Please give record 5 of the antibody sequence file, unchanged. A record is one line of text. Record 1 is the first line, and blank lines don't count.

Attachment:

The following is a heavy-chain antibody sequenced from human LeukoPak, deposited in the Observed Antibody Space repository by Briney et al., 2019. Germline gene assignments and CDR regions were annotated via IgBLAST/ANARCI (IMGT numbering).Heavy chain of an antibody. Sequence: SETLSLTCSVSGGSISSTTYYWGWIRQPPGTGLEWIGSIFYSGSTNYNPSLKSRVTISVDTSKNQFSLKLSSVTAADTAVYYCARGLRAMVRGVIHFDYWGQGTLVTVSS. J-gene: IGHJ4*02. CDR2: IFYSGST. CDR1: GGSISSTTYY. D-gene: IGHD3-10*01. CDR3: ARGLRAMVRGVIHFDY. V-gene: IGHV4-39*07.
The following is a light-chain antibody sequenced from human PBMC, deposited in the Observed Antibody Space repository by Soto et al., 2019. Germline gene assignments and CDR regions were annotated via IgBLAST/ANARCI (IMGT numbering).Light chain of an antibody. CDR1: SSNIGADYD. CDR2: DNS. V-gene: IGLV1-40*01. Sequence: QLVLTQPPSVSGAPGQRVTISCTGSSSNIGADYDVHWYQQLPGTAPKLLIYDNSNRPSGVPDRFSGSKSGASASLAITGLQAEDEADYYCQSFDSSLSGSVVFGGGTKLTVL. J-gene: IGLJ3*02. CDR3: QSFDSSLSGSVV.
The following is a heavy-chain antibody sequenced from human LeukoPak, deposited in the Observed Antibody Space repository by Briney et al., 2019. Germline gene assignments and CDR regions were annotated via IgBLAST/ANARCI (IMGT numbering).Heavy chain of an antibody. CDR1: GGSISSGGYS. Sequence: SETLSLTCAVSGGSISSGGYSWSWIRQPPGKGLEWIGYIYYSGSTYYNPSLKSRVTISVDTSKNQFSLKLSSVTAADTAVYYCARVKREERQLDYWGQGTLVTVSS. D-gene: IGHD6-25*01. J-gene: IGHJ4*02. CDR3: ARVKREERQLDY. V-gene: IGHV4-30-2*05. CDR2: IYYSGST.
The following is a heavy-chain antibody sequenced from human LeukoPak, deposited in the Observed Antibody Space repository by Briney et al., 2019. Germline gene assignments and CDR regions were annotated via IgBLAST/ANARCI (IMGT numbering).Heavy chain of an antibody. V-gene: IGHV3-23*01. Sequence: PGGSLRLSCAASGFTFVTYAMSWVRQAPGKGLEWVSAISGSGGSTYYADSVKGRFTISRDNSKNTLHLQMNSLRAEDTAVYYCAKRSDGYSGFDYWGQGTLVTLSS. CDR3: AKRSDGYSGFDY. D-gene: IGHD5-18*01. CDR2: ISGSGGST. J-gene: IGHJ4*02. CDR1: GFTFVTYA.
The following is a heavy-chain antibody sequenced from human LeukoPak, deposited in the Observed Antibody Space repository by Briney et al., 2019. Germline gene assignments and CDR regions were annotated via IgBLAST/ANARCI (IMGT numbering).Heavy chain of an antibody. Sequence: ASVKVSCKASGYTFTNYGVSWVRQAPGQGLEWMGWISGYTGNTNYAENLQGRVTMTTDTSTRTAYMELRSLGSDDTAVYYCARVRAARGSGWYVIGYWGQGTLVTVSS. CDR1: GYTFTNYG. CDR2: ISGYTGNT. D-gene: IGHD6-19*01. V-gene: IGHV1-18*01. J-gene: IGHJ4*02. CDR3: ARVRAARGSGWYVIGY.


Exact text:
The following is a heavy-chain antibody sequenced from human LeukoPak, deposited in the Observed Antibody Space repository by Briney et al., 2019. Germline gene assignments and CDR regions were annotated via IgBLAST/ANARCI (IMGT numbering).Heavy chain of an antibody. Sequence: ASVKVSCKASGYTFTNYGVSWVRQAPGQGLEWMGWISGYTGNTNYAENLQGRVTMTTDTSTRTAYMELRSLGSDDTAVYYCARVRAARGSGWYVIGYWGQGTLVTVSS. CDR1: GYTFTNYG. CDR2: ISGYTGNT. D-gene: IGHD6-19*01. V-gene: IGHV1-18*01. J-gene: IGHJ4*02. CDR3: ARVRAARGSGWYVIGY.